Yep, it’s rubber-hose time, folks: a rapid-fire Q&A for those shifty-looking usual suspects ...
What crime novel would you most like to have written?
THE DAY OF THE JACKAL by Frederick Forsyth. The best procedural ever.
What fictional character would you most like to have been?
Belbo, from FOUCAULT’S PENDULUM. He experienced it all. Re-wrote history to his own liking, took part in a grand conspiracy surrounding the Holy Grail, even had a great unrequited love with the beautiful Lorenza Pellegrini. And ultimately failed at everything. I can’t picture myself as a winner take all as fictional character.
Who do you read for guilty pleasures?
I re-read old Graham Greene novels and occasionally weep from frustration because I’ll never write anything to compare to the best of them.
Most satisfying writing moment?
When writing my first published novel, ACROSS THE GREEN LINE, and the second act climax came to me. In my head, I watched the bomb explode, saw the front of the Dome of the Rock burst into flame, watched holy men disintegrate, their eyes melt, their limbs blasted from their bodies, and shed tears of satisfaction.
The best Irish crime novel is …?
ON THE BRINKS by Sam Millar. Actually an autobiography, but a crime story just the same. I’ve never read anything else like it. Most of the Irish literature I read is poetry.
What Irish crime novel would make a great movie?
As above. BRINKS deserves to made into a film as a matter of cultural importance.
Worst / best thing about being a writer?
Worst: public speaking. Best: getting paid to do what I love.
The pitch for your next book is …?
LUCIFER’S TEARS. It’s been a year since the Sufia Elmi case, but Inspector Kari Vaara’s scarred face, chronic migraines, and head full of ghosts serve as daily reminders of that dark Christmas. Vaara has relocated to Helsinki, at the urging of his beautiful American wife, Kate, and now spends sleepless, anxious nights working the graveyard shift in Helsinki homicide, protecting a city that brings him nothing but bad memories. When the gorgeous Iisa Filippov is found tortured to death in the bed of her lover, Vaara and his rookie partner—the brilliant but slightly deranged Milo—are assigned to the case. It’s obvious that Iisa’s lover is being framed for the murder, and her husband, a powerful Russian businessman, seems the most likely suspect. But Mr. Fillipov is being protected from above, and as Vaara follows the trail of evidence—fueled by a good deal of vodka and very little sleep, in the typical Vaara fashion—he is led deep into a realm of political corruption, twisted obsessions, and deeply buried family secrets. At the same time, Kari is assigned to investigate Arvid Lahtinen, a ninety-year-old national hero now being accused of war crimes during World War II. Vaara learns that, contrary to the accepted historical record, Finland actually colluded with the Germans in the extermination of Communists and Jews—and Arvid is the last living soldier to have served in a secret POW camp on Finnish soil. The Interior Minister demands that Kari—whose late, beloved grandfather, Ukki, is also implicated in the crimes—prove Arvid innocent, and preserve Finland’s heroic image of itself and its role in the war. But that may turn out to be easier said than done. As the two investigations begin to boil over, an extended visit from Kate’s dour sister and degenerate brother cause uneasiness at home. Pressure is mounting on all sides, and Vaara isn’t at all sure he’s going to come out on top—or in one piece—this time. Set against the chilling atmosphere of the coldest winter to hit Finland in over 40 years, LUCIFER’S TEARS is at once a gripping page-turner and a captivating snapshot of a unique culture and its conflicted history. With the tough but troubled Inspector Vaara at its crux, LUCIFER’S TEARS is suspenseful, full-throttle mystery full of thrilling plot twists and intriguing revelations.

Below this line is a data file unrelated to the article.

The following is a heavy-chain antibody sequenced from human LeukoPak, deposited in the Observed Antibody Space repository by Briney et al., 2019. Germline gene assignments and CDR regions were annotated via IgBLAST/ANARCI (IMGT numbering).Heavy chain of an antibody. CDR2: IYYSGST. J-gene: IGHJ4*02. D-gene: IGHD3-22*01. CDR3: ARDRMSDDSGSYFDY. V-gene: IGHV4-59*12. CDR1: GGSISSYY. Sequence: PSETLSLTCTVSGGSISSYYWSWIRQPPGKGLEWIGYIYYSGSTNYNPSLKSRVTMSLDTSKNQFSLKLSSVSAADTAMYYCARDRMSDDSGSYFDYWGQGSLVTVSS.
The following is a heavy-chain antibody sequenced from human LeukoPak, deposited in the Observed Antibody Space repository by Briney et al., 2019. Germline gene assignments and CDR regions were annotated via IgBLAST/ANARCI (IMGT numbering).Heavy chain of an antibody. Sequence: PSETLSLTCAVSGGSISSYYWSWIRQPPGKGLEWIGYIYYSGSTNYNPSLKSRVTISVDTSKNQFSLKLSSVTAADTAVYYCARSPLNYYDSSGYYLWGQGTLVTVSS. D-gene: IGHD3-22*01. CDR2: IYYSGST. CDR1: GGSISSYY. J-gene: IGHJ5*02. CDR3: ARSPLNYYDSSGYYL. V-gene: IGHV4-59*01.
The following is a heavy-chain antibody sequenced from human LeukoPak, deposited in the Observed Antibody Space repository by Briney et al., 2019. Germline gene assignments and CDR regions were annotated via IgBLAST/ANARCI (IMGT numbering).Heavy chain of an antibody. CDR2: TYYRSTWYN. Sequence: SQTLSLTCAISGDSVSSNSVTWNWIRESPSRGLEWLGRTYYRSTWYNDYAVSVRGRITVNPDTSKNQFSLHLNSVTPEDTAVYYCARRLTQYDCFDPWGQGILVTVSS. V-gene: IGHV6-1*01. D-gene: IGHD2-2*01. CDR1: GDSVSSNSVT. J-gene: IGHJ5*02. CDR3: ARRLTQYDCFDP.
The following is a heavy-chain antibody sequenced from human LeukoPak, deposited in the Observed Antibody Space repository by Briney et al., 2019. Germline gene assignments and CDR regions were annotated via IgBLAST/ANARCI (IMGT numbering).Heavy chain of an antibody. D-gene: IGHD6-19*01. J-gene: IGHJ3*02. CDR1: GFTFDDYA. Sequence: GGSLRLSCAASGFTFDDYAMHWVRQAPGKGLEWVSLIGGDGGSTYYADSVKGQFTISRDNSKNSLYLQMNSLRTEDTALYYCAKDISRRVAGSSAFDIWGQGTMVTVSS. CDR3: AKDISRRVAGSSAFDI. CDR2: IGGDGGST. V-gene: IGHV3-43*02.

Who are you reading right now?
BANDWIDTH by Angus Morrison.
God appears and says you can only write OR read. Which would it be?
Write, without doubt.
The three best words to describe your own writing are …?
Dark, disturbing, honest.
James Thompson’s SNOW ANGELS is published by Putnam.
“Prose both scabrous and poetic.” – Publishers Weekly. “Proust meets Chandler over a pint of Guinness.” – Spectator. “A sheer pleasure.” – Tana French. “Among the most memorable books of the year, of any genre.” – Sunday Times. “A hardboiled delight.” – Guardian. “Imagine Donald Westlake and Richard Stark collaborating on a screwball noir.” – Kirkus Reviews. “A cross between Raymond Chandler and Flann O’Brien.” – John Banville. “The effortless cool of Elmore Leonard at his peak.” – Ray Banks. “A fine writer at the top of his game.” – Lee Child.